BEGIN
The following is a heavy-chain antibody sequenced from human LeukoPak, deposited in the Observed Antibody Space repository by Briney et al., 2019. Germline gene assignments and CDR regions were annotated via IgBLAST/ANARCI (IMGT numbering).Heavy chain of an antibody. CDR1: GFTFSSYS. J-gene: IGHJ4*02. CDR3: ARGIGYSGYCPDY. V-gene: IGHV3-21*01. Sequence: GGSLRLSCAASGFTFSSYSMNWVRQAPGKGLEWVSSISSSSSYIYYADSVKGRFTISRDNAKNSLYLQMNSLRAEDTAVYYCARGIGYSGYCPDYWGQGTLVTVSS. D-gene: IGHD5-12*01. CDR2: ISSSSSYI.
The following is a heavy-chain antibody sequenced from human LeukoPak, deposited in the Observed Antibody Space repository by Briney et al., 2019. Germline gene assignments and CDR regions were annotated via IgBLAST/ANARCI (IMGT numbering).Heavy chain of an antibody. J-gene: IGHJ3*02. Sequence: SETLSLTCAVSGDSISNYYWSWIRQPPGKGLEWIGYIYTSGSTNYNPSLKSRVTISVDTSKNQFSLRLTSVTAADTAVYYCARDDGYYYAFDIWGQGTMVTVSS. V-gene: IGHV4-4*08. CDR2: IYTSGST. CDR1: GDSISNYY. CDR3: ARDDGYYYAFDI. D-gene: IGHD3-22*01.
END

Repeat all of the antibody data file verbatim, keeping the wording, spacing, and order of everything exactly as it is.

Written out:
The following is a heavy-chain antibody sequenced from human LeukoPak, deposited in the Observed Antibody Space repository by Briney et al., 2019. Germline gene assignments and CDR regions were annotated via IgBLAST/ANARCI (IMGT numbering).Heavy chain of an antibody. CDR1: GFTFSSYS. J-gene: IGHJ4*02. CDR3: ARGIGYSGYCPDY. V-gene: IGHV3-21*01. Sequence: GGSLRLSCAASGFTFSSYSMNWVRQAPGKGLEWVSSISSSSSYIYYADSVKGRFTISRDNAKNSLYLQMNSLRAEDTAVYYCARGIGYSGYCPDYWGQGTLVTVSS. D-gene: IGHD5-12*01. CDR2: ISSSSSYI.
The following is a heavy-chain antibody sequenced from human LeukoPak, deposited in the Observed Antibody Space repository by Briney et al., 2019. Germline gene assignments and CDR regions were annotated via IgBLAST/ANARCI (IMGT numbering).Heavy chain of an antibody. J-gene: IGHJ3*02. Sequence: SETLSLTCAVSGDSISNYYWSWIRQPPGKGLEWIGYIYTSGSTNYNPSLKSRVTISVDTSKNQFSLRLTSVTAADTAVYYCARDDGYYYAFDIWGQGTMVTVSS. V-gene: IGHV4-4*08. CDR2: IYTSGST. CDR1: GDSISNYY. CDR3: ARDDGYYYAFDI. D-gene: IGHD3-22*01.